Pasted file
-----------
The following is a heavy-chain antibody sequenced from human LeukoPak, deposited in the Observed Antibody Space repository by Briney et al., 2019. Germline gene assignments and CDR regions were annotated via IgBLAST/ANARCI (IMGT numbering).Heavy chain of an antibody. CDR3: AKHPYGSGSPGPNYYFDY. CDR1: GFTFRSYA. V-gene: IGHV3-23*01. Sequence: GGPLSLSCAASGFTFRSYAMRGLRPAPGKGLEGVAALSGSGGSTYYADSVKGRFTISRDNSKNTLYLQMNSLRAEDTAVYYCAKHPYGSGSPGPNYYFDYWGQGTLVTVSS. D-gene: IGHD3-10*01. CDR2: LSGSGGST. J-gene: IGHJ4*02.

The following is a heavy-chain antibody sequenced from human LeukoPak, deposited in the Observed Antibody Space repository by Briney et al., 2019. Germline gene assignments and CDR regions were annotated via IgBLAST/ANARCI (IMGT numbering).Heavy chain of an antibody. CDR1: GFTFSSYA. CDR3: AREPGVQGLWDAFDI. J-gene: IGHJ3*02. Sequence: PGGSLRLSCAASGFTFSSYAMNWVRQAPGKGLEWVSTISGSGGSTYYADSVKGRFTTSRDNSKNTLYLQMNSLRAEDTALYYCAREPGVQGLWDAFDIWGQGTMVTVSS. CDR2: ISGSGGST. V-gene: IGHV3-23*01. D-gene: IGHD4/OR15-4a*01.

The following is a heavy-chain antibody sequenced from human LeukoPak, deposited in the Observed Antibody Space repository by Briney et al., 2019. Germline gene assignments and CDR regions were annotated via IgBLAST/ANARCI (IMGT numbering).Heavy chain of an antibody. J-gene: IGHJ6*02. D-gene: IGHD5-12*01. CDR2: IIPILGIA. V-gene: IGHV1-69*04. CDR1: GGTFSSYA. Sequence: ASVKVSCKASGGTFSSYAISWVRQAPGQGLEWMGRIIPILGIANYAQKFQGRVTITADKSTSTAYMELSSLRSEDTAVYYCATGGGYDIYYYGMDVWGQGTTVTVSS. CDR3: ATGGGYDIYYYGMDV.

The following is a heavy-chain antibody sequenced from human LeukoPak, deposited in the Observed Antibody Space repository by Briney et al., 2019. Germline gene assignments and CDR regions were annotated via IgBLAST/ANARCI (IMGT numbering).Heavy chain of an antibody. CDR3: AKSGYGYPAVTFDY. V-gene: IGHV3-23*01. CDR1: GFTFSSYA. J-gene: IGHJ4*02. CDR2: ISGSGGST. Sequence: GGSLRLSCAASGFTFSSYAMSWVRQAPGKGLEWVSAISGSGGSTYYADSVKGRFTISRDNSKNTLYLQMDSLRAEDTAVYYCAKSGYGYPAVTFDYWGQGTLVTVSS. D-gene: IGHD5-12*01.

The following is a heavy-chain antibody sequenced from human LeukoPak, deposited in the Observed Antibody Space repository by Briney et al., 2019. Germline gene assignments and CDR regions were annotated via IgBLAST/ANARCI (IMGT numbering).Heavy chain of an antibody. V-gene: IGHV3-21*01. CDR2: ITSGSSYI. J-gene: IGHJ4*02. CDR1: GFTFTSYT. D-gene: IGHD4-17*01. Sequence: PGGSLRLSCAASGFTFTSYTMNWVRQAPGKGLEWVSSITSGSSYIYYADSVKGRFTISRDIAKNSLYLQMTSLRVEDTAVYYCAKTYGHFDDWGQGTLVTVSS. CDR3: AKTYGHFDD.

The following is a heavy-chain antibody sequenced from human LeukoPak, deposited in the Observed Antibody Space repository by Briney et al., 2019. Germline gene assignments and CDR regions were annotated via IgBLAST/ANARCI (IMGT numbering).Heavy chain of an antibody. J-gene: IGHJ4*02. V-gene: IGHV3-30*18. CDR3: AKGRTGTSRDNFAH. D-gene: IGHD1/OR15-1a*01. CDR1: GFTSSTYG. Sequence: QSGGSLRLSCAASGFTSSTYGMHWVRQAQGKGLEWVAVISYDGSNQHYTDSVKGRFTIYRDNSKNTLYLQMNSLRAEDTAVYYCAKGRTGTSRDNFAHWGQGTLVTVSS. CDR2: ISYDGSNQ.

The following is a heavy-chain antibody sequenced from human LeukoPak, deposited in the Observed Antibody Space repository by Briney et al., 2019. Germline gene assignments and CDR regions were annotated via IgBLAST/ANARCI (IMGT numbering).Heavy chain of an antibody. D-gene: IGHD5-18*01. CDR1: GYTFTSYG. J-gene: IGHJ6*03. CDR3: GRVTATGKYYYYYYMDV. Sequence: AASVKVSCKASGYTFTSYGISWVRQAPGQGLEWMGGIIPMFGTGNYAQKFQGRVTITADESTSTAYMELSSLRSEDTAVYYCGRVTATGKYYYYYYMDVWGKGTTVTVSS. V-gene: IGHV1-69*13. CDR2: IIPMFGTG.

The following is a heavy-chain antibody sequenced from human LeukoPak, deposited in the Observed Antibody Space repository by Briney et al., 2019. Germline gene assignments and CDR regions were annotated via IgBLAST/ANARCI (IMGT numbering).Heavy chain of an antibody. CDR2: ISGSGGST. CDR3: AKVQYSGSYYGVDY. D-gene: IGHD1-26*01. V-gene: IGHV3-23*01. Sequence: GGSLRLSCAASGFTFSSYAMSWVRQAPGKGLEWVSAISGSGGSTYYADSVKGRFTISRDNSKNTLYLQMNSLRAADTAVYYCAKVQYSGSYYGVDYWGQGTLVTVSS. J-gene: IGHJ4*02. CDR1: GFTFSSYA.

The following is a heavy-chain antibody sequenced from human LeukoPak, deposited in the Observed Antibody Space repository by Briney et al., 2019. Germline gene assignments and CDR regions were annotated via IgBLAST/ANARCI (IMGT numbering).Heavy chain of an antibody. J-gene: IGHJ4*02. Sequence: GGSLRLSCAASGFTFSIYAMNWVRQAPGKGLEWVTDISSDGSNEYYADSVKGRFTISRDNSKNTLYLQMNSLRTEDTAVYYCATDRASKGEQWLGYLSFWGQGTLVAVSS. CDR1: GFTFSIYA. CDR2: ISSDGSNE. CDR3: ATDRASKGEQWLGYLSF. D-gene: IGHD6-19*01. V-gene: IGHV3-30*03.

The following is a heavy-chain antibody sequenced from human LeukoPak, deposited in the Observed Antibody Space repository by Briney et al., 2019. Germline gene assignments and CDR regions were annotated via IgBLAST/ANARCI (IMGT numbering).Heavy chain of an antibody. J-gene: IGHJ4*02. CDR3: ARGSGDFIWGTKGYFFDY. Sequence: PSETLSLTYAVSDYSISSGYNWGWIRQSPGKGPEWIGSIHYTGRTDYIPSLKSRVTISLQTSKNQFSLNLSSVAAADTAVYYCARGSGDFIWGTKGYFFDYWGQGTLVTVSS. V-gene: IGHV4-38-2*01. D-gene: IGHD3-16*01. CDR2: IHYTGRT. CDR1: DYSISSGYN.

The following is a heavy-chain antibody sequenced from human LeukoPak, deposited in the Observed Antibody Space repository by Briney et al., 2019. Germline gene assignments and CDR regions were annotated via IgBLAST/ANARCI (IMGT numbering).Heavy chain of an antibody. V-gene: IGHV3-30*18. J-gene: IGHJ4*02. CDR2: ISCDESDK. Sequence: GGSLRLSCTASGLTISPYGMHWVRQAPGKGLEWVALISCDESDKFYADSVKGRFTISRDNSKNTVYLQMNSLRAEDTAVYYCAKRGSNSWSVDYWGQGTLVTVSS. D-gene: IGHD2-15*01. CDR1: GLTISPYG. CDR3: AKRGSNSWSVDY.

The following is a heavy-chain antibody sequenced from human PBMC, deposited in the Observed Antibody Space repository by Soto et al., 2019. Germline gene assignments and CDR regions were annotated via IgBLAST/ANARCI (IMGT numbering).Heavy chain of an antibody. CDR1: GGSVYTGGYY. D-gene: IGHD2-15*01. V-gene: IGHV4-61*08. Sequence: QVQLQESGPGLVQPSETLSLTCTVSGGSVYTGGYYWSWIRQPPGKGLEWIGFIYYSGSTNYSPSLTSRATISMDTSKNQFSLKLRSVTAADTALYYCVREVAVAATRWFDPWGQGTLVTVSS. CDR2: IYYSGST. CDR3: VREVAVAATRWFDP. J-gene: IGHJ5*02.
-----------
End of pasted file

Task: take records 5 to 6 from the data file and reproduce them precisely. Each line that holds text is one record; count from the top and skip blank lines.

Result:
The following is a heavy-chain antibody sequenced from human LeukoPak, deposited in the Observed Antibody Space repository by Briney et al., 2019. Germline gene assignments and CDR regions were annotated via IgBLAST/ANARCI (IMGT numbering).Heavy chain of an antibody. V-gene: IGHV3-21*01. CDR2: ITSGSSYI. J-gene: IGHJ4*02. CDR1: GFTFTSYT. D-gene: IGHD4-17*01. Sequence: PGGSLRLSCAASGFTFTSYTMNWVRQAPGKGLEWVSSITSGSSYIYYADSVKGRFTISRDIAKNSLYLQMTSLRVEDTAVYYCAKTYGHFDDWGQGTLVTVSS. CDR3: AKTYGHFDD.

The following is a heavy-chain antibody sequenced from human LeukoPak, deposited in the Observed Antibody Space repository by Briney et al., 2019. Germline gene assignments and CDR regions were annotated via IgBLAST/ANARCI (IMGT numbering).Heavy chain of an antibody. J-gene: IGHJ4*02. V-gene: IGHV3-30*18. CDR3: AKGRTGTSRDNFAH. D-gene: IGHD1/OR15-1a*01. CDR1: GFTSSTYG. Sequence: QSGGSLRLSCAASGFTSSTYGMHWVRQAQGKGLEWVAVISYDGSNQHYTDSVKGRFTIYRDNSKNTLYLQMNSLRAEDTAVYYCAKGRTGTSRDNFAHWGQGTLVTVSS. CDR2: ISYDGSNQ.